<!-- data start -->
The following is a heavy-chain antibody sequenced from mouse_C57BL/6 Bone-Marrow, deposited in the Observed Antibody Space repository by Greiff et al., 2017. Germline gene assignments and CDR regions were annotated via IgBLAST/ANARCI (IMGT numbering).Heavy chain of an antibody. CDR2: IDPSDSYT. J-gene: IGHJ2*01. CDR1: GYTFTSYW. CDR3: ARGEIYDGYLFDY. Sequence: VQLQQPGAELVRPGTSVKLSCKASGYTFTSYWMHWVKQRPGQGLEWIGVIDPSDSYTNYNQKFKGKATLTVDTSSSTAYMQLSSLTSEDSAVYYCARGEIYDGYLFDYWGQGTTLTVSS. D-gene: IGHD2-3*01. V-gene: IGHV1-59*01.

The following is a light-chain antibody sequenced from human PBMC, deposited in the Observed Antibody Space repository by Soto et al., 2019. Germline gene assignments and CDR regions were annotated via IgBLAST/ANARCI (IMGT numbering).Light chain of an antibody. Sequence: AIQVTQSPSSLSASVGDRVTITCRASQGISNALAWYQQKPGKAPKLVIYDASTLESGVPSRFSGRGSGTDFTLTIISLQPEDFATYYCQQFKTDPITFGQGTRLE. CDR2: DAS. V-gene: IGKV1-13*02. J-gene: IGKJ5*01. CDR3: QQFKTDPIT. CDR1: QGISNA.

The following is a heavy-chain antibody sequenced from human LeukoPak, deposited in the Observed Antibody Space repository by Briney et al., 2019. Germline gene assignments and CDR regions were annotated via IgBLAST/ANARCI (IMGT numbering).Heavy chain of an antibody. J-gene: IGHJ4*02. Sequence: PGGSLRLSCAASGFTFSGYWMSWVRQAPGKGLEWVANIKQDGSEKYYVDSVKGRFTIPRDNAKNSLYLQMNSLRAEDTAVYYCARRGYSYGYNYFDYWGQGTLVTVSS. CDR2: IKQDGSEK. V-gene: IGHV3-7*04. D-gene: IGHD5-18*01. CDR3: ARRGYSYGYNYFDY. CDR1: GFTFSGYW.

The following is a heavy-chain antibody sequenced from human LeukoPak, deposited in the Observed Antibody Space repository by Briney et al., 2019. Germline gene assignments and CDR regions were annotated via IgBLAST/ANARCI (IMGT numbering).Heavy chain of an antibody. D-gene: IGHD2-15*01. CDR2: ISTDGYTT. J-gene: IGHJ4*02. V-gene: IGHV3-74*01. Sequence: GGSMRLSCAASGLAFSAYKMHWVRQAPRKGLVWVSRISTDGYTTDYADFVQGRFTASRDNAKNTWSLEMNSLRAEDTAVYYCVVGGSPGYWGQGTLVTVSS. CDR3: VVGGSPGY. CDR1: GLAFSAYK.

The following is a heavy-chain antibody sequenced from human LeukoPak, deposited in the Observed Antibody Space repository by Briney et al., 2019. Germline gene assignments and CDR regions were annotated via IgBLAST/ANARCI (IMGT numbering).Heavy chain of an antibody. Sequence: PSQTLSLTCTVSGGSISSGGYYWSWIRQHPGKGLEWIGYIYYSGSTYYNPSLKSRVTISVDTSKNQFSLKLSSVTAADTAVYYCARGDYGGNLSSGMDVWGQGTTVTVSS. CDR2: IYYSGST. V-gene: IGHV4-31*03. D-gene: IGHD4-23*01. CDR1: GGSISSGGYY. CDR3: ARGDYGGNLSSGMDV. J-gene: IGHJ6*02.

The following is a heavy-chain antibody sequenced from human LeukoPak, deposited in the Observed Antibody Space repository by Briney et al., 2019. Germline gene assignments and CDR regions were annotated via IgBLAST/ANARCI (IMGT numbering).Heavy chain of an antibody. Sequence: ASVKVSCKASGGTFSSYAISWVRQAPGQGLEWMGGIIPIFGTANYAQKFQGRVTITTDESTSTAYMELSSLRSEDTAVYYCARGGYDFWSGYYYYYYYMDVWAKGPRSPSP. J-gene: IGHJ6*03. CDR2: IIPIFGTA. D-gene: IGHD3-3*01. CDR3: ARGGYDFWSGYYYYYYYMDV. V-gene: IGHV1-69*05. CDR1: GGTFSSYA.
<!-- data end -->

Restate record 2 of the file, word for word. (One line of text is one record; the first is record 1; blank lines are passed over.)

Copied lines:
The following is a light-chain antibody sequenced from human PBMC, deposited in the Observed Antibody Space repository by Soto et al., 2019. Germline gene assignments and CDR regions were annotated via IgBLAST/ANARCI (IMGT numbering).Light chain of an antibody. Sequence: AIQVTQSPSSLSASVGDRVTITCRASQGISNALAWYQQKPGKAPKLVIYDASTLESGVPSRFSGRGSGTDFTLTIISLQPEDFATYYCQQFKTDPITFGQGTRLE. CDR2: DAS. V-gene: IGKV1-13*02. J-gene: IGKJ5*01. CDR3: QQFKTDPIT. CDR1: QGISNA.